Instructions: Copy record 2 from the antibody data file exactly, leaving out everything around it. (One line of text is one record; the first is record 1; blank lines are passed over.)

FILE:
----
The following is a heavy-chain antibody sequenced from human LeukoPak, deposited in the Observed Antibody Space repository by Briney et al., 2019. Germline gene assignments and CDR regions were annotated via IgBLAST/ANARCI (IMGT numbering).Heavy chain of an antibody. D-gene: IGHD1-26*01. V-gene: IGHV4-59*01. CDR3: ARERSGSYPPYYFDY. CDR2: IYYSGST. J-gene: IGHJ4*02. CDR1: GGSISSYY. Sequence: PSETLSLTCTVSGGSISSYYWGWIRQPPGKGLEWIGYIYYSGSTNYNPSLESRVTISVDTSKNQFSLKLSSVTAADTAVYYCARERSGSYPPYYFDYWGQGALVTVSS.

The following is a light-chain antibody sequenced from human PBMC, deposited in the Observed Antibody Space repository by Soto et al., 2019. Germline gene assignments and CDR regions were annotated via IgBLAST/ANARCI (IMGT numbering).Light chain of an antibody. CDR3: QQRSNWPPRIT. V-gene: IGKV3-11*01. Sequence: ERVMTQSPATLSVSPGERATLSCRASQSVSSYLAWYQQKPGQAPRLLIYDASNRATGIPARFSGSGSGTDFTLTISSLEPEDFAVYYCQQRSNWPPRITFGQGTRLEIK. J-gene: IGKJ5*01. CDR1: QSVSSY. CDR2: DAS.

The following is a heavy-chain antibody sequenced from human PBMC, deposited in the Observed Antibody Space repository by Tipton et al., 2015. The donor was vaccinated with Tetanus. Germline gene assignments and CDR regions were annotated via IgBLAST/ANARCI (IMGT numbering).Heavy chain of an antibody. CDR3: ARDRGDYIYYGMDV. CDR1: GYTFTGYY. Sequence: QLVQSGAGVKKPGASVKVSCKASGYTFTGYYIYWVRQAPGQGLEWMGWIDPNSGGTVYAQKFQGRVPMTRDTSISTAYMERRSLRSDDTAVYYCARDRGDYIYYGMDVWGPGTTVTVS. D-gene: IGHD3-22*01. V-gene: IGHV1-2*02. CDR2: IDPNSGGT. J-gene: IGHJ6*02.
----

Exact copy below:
The following is a light-chain antibody sequenced from human PBMC, deposited in the Observed Antibody Space repository by Soto et al., 2019. Germline gene assignments and CDR regions were annotated via IgBLAST/ANARCI (IMGT numbering).Light chain of an antibody. CDR3: QQRSNWPPRIT. V-gene: IGKV3-11*01. Sequence: ERVMTQSPATLSVSPGERATLSCRASQSVSSYLAWYQQKPGQAPRLLIYDASNRATGIPARFSGSGSGTDFTLTISSLEPEDFAVYYCQQRSNWPPRITFGQGTRLEIK. J-gene: IGKJ5*01. CDR1: QSVSSY. CDR2: DAS.